In December, many middle-class professionals derided by critics as "office plankton" and "hamsters of the Internet" but who lent the earlier protests much of their peaceful and creative spirit were horrified when Navalny, the opposition blogger, told a rally that they had the numbers "to storm the Kremlin right now." The fact that some protesters seem to have been willing to try just that on Sunday has alienated the professionals even further.
There is little doubt the discontent that burst into the open before Christmas is as strong as ever, and that the protests will continue. But Sunday's violence changed the narrative for both sides the opposition movement, that has so successfully united very disparate parts of an increasingly disgruntled population, has to take a hard look at what it wants to be.
More depends on the government response, however. One option is to offer the proverbial carrot: Putin spent his first afternoon as President signing a flurry of populist decrees, promising everything from pay rises and housing perks for soldiers, teachers and doctors to an end to kindergarten waiting lists.
Then there is the stick. One Russian news agency reported that detained young men who had not completed their military service would be drafted into the army a particularly harsh 12 months in an institution with a notoriously brutal culture of bullying, and hence routinely evaded by anyone who has the means to.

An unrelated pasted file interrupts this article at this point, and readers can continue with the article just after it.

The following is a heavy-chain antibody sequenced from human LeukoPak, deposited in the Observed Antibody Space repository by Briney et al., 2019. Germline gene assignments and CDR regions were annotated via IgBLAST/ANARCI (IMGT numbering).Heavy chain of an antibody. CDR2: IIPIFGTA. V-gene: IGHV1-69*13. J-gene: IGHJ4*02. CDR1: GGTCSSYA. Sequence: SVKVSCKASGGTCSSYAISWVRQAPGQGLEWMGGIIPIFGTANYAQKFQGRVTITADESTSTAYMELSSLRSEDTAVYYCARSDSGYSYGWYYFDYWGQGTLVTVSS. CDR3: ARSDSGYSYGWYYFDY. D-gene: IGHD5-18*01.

Sobchak, who joined the protests on Chistie Prudi Bulvar on Tuesday afternoon, called on the Kremlin to start fundamental reforms immediately. The middle class, she wrote, ought to be natural enemies of radical left wingers, but they have become allies because of the government's willful refusal to reform. The alternative, she said, was an opposition movement that makes "even Udaltsov look soft," and a downward spiral into violence and even civil war. "I don't want civil war; I really don't want blood," she wrote in an open appeal to the Kremlin. "But if I'm honest, I don't believe [Putin] will find the strength to go to perestroika, and that means we will find ourselves in the turmoil of a complete division of society into two camps." The Kremlin, for its part, was not differentiating between the two kinds of protesters. Sobchak and Navalny were both arrested early Tuesday evening.